March kids reads

I am writing this on my walk to the tube station. I have turned into one of those utterly annoying people who write on their phones whilst walking!!! God how vexing! I am ashamed of myself. The sun is shining and I’m not wearing a coat. Spring has definitely sprung. This is my last week of working in the day. From next week until the 13th April I just have shows at night. My last show is a matinee of the Merry Widow on the 13th and then I’m done! The baby isn’t due until the beginning of July but lumbering around being pregnant on stage is pretty rank so I decided to take the time off. One of the things I am most excited about is reading to my girls every night….that and a nightly bath!!!

  • Theodor Seuss Geisel. Born 2nd March 1904.

Dr Seuss is a firm favourite in our house. I am surprised and a little ashamed to say that he is an author who passed me by when I was younger. This month, on my walks to the station, I decided to listen to some podcasts on the authors I’ve read and it turns out that Dr Seuss was a pretty interesting guy. Firstly, we are all saying his name wrong. Apparently the correct pronunciation is Zoice!!! This is totally the kind of stuff I love finding out. From now on, I shall be utterly smug when his name comes up in conversation.

The Cat in the Hat is probably one of his most famous books and was published in 1957. Cat in the Hat was intended as a children’s primer with 225 words. His editor then bet him he couldn’t write a book with 50 words….Green Eggs and Ham was created

I think the best podcast I listened to was called Stuff you Should Know. This is an American podcast and the hour was packed with tons of interesting information about Dr Seuss. In recent years the Read Across America project which has always backed Dr Seuss books decided to move away from promoting the author in favour of more racially diverse books. Apparently, last year, a library refused a gift of Dr Seuss books which were sent by Melania Trump. The library said that the books were “steeped in racist propaganda and harmful stereotypes.” Anne Nealy who is a Professor of Children’s Literature at Vanderbilt Universitu said “Theodor Geisel was a product of his time. We should not judge him by today’s standard but we must evaluate the books that we decide to share with children using today’s standards.” Is this political correctness gone a bit mad??? Whatever your views, I think Anne Nealy hits the nail on the head. As a mother who enjoys reading these books to her children, I would agree that they certainly aren’t racially diverse, however my kids and I enjoy them and they encourage my daughter to read.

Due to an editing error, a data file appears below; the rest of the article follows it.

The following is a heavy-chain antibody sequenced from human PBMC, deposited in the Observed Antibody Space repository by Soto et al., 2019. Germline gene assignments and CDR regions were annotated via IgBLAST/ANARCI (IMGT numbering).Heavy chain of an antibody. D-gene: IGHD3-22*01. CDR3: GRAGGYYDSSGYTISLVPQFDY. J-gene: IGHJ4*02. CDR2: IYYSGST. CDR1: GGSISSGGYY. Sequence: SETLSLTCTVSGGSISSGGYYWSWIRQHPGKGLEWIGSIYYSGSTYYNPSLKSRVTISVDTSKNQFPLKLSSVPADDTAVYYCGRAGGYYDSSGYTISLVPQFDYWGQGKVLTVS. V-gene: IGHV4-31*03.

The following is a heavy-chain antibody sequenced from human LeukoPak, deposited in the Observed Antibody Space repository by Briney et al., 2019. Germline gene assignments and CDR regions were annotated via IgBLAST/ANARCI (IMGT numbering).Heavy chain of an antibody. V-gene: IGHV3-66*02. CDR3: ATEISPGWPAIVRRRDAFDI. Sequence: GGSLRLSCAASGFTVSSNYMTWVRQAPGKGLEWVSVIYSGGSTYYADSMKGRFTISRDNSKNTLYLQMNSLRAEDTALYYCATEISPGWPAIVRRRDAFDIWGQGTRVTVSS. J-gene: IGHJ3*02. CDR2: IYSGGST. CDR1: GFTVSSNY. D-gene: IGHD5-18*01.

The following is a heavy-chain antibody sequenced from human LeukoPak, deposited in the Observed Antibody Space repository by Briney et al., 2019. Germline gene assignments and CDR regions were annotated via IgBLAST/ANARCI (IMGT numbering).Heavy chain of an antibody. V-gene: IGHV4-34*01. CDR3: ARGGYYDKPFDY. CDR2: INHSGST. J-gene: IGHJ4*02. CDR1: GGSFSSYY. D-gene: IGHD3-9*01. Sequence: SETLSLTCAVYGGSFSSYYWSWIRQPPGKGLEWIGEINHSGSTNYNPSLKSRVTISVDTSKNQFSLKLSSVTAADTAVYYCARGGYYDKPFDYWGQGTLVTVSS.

• A Stitch in Time by Penelope Lively.
  • Dame Penelope Lively born 17th March 1933.

Maria is always getting lost in the secret world of her imagination…

A ghostly mystery and winner of the Whitbread Award,republished in the Collins Modern Classics range.

Maria likes to be alone with her thoughts. She talks to animals and objects, and generally prefers them to people. But whilst on holiday she begins to hear things that aren’t there – a swing creaking, a dog barking – and when she sees a Victorian embroidered picture, Maria feels a strange connection with the ten-year-old, Harriet, who stitched it.

But what happened to her? As Maria becomes more lost in Harriet’s world, she grows convinced that something tragic occurred…

Perfect for fans of ghostly mysteries like ‘Tom’s Midnight Garden’.

Last month I attempted to read Milly Molly Mandy to Edie. It was a complete and utter failure. My 5 year old city girl was underwhelmed with quaint country life. She couldn’t believe that Milly Molly Mandy spent her time picking blackberries and running errands. “The most boring book ever” I was told. This got me thinking about how literature has changed. Edie is too young to read A Stitch in Time….the back of the book says it’s recommended for 9 year olds. Having said that, I don’t think she would enjoy it when she gets to 9. I am embarrassed to say that me at 37 found it dull!!!! Looking at reviews on Amazon and Goodreads, the star rating seems high but nearly every review is written by an adult who remembers it from their youth.